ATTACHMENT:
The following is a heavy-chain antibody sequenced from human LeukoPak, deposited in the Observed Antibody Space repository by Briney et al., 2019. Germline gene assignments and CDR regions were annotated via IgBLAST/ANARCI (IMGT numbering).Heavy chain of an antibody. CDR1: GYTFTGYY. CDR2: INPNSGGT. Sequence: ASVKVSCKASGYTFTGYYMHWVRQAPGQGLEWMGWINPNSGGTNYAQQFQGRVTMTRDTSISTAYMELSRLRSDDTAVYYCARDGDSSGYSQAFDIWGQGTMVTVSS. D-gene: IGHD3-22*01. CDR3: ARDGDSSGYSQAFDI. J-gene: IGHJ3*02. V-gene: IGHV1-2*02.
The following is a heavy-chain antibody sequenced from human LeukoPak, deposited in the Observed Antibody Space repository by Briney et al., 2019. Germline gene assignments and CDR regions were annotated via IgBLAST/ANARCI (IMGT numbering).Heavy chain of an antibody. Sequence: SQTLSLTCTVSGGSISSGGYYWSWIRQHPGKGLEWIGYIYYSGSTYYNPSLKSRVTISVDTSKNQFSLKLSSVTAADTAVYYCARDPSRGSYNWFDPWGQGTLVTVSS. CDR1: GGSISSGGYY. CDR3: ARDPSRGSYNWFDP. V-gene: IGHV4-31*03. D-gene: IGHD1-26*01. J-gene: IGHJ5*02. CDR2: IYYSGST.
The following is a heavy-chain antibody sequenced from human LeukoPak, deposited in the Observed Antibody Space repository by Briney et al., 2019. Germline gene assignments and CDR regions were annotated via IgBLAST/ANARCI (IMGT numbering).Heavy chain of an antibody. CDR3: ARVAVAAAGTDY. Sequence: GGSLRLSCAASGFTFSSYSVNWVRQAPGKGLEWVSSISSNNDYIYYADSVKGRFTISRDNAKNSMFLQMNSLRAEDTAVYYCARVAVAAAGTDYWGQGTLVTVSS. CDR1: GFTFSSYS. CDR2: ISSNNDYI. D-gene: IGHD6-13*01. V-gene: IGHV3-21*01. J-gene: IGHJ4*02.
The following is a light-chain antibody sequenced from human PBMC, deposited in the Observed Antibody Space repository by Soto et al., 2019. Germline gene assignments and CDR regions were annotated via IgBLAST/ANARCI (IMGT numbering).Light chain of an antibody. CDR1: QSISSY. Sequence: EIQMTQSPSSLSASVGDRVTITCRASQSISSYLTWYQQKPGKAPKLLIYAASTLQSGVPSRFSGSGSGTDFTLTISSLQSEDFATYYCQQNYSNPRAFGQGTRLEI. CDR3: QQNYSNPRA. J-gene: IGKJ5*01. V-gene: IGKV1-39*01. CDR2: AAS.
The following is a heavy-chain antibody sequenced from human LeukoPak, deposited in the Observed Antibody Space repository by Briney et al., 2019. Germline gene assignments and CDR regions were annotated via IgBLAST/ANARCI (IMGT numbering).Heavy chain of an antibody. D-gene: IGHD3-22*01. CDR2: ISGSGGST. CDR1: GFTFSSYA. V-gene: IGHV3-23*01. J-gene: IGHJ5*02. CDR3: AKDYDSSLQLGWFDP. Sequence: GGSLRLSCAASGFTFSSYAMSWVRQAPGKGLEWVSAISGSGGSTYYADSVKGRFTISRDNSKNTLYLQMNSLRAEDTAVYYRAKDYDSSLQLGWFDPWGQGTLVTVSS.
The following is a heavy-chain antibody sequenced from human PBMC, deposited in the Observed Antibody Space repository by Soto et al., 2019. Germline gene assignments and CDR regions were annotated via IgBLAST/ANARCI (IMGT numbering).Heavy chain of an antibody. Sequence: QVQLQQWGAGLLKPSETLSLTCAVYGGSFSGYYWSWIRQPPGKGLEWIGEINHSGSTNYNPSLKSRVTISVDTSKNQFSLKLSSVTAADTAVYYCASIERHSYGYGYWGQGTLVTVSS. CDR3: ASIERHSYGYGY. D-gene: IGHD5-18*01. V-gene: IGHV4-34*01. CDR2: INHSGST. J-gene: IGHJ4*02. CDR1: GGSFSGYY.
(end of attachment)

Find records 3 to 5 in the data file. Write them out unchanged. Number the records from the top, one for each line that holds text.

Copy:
The following is a heavy-chain antibody sequenced from human LeukoPak, deposited in the Observed Antibody Space repository by Briney et al., 2019. Germline gene assignments and CDR regions were annotated via IgBLAST/ANARCI (IMGT numbering).Heavy chain of an antibody. CDR3: ARVAVAAAGTDY. Sequence: GGSLRLSCAASGFTFSSYSVNWVRQAPGKGLEWVSSISSNNDYIYYADSVKGRFTISRDNAKNSMFLQMNSLRAEDTAVYYCARVAVAAAGTDYWGQGTLVTVSS. CDR1: GFTFSSYS. CDR2: ISSNNDYI. D-gene: IGHD6-13*01. V-gene: IGHV3-21*01. J-gene: IGHJ4*02.
The following is a light-chain antibody sequenced from human PBMC, deposited in the Observed Antibody Space repository by Soto et al., 2019. Germline gene assignments and CDR regions were annotated via IgBLAST/ANARCI (IMGT numbering).Light chain of an antibody. CDR1: QSISSY. Sequence: EIQMTQSPSSLSASVGDRVTITCRASQSISSYLTWYQQKPGKAPKLLIYAASTLQSGVPSRFSGSGSGTDFTLTISSLQSEDFATYYCQQNYSNPRAFGQGTRLEI. CDR3: QQNYSNPRA. J-gene: IGKJ5*01. V-gene: IGKV1-39*01. CDR2: AAS.
The following is a heavy-chain antibody sequenced from human LeukoPak, deposited in the Observed Antibody Space repository by Briney et al., 2019. Germline gene assignments and CDR regions were annotated via IgBLAST/ANARCI (IMGT numbering).Heavy chain of an antibody. D-gene: IGHD3-22*01. CDR2: ISGSGGST. CDR1: GFTFSSYA. V-gene: IGHV3-23*01. J-gene: IGHJ5*02. CDR3: AKDYDSSLQLGWFDP. Sequence: GGSLRLSCAASGFTFSSYAMSWVRQAPGKGLEWVSAISGSGGSTYYADSVKGRFTISRDNSKNTLYLQMNSLRAEDTAVYYRAKDYDSSLQLGWFDPWGQGTLVTVSS.